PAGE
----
A Scrum team uses a sprint to focus their efforts on a clearly defined issue for a specific period of time. Sprints are usually short. Teams do not consider outside issues, focusing only on finding solutions to the challenge presented within the sprint. A sprint is at the heart of iterative projects where teams take an Agile approach.
All these product management methodologies – and much more – are central to the Merrimack College master’s degree program in product management curriculum.
Learn Product Management Online at Merrimack College
With a firm grounding in the concepts and methodologies, professionals with either a business or STEM background can thrive as in-demand product managers. The online Product Management Graduate Certificate or M.S. in Product Management degree offers both the skills and experience to launch or advance a career in product management.
Both the Master of Science in Product Management and the Graduate Certificate employ an experiential learning model that combines theory and practice in an industry-aligned curriculum. Earning the Graduate Certificate prepares students to land their first jobs as product managers. The M.S. degree allows students with some experience to master their craft. Whether just starting out or taking the next step in a product management career, students emerge ready to apply the business, technical, and soft skills required to lead successful product development projects and teams.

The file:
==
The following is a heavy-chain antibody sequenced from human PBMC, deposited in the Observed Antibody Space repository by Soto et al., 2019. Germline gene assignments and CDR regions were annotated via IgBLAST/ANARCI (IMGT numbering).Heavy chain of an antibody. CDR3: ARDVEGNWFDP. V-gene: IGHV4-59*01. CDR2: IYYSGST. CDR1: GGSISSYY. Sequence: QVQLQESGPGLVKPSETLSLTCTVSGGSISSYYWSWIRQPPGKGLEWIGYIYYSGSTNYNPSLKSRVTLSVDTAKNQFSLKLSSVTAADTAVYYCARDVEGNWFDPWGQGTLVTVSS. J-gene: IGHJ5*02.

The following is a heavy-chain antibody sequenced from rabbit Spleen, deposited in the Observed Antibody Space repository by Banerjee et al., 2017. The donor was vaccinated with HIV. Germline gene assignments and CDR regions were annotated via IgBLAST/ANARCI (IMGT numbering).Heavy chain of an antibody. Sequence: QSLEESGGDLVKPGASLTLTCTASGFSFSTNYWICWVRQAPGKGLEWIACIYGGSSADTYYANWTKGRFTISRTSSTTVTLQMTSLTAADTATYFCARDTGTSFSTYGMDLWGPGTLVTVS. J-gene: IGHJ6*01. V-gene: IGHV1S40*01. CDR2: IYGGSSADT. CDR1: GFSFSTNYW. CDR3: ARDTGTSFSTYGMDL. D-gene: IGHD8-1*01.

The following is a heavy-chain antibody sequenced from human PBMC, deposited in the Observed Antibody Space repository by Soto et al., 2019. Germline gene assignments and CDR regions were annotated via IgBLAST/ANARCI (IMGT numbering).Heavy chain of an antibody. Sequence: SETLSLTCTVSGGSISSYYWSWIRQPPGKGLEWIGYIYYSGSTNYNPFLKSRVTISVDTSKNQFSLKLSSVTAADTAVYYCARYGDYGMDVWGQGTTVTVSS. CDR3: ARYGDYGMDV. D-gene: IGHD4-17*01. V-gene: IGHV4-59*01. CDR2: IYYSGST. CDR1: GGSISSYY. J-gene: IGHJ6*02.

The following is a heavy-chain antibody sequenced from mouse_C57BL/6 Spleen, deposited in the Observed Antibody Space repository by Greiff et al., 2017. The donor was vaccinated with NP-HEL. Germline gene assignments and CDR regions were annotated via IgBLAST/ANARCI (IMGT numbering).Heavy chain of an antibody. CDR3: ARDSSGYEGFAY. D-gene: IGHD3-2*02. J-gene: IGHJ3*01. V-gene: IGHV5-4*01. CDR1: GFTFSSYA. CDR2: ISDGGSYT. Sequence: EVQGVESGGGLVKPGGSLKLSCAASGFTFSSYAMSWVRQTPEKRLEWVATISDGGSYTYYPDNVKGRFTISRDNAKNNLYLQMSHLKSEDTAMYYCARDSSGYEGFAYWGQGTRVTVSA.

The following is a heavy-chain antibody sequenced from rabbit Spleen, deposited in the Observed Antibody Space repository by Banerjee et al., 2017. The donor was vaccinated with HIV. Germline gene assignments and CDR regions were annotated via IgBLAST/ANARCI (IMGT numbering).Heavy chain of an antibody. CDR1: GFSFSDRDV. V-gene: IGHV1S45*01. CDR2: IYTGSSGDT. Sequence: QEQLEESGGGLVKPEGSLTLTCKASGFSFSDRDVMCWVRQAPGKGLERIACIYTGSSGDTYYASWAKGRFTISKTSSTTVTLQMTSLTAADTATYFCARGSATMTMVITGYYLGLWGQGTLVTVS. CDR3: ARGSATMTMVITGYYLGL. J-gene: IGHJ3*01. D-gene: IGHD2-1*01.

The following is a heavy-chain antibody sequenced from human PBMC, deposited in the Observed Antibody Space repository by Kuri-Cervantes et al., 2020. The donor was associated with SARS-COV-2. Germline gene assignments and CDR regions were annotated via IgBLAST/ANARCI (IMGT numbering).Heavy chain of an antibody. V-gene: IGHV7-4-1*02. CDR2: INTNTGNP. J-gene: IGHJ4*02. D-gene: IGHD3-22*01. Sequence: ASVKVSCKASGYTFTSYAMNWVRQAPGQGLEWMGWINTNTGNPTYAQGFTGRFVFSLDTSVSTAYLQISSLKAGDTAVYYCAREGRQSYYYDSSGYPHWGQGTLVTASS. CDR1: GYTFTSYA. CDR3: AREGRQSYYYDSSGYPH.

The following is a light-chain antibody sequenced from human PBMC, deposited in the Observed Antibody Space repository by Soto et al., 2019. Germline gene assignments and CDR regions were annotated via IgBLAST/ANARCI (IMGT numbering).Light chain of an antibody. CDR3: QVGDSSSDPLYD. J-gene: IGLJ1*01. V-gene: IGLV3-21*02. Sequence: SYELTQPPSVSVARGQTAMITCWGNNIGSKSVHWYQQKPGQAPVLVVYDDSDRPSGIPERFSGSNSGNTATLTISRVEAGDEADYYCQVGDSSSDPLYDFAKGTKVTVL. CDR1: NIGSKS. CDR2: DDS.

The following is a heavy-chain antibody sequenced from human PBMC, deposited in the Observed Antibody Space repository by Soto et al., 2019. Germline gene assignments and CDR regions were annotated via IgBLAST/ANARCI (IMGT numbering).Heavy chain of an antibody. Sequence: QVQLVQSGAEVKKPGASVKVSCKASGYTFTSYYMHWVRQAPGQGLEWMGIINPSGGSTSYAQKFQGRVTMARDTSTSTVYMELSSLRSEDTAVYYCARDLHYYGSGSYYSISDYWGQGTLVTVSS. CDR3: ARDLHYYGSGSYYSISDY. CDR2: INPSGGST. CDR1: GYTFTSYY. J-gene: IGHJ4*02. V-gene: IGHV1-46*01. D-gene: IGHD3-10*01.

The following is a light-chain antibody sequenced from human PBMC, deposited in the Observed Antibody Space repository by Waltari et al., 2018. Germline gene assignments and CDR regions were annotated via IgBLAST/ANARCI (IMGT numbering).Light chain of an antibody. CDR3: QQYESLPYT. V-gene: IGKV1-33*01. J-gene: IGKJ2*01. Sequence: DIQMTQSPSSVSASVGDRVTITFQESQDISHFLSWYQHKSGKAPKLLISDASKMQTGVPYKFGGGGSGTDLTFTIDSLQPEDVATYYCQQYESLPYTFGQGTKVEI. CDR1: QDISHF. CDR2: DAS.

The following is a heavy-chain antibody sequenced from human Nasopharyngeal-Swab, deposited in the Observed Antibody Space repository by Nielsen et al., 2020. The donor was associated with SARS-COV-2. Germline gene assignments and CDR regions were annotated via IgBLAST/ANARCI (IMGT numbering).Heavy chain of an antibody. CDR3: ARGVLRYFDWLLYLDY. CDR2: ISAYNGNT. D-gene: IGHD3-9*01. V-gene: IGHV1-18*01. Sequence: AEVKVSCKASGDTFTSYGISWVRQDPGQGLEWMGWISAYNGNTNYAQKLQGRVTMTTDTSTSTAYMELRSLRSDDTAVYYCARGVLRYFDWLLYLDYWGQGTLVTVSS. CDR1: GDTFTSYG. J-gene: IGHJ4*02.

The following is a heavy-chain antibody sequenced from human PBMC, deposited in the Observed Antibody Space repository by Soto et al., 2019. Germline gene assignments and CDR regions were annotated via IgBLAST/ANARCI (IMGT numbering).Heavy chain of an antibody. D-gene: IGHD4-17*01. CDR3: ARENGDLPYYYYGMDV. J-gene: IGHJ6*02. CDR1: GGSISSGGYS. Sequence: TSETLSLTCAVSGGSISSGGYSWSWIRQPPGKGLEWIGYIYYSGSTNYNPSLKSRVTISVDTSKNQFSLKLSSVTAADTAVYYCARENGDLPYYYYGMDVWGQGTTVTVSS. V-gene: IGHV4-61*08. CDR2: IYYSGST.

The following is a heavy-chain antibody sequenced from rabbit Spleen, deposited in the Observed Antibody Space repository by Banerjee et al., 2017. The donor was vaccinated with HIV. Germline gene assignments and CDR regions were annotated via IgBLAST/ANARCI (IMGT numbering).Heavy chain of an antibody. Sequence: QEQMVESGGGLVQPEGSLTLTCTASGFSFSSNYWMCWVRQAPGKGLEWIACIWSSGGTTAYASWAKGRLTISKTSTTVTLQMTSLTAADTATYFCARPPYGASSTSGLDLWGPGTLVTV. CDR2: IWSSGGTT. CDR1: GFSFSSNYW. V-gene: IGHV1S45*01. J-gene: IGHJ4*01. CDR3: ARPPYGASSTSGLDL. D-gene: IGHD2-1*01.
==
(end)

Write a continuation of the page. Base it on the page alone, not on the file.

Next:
The flexible, 100 percent online program offers specialized tracks in Life Sciences, Software/Web/Mobile, and Technology.
Successful products reflect a complex vision and planning process incorporating design and iteration, technical expertise, empathy, and communication. With the right tools, skills, and experience, professionals can harness these tools and traits, assume leadership roles in product management, and bring cutting-edge products to market that improve our lives.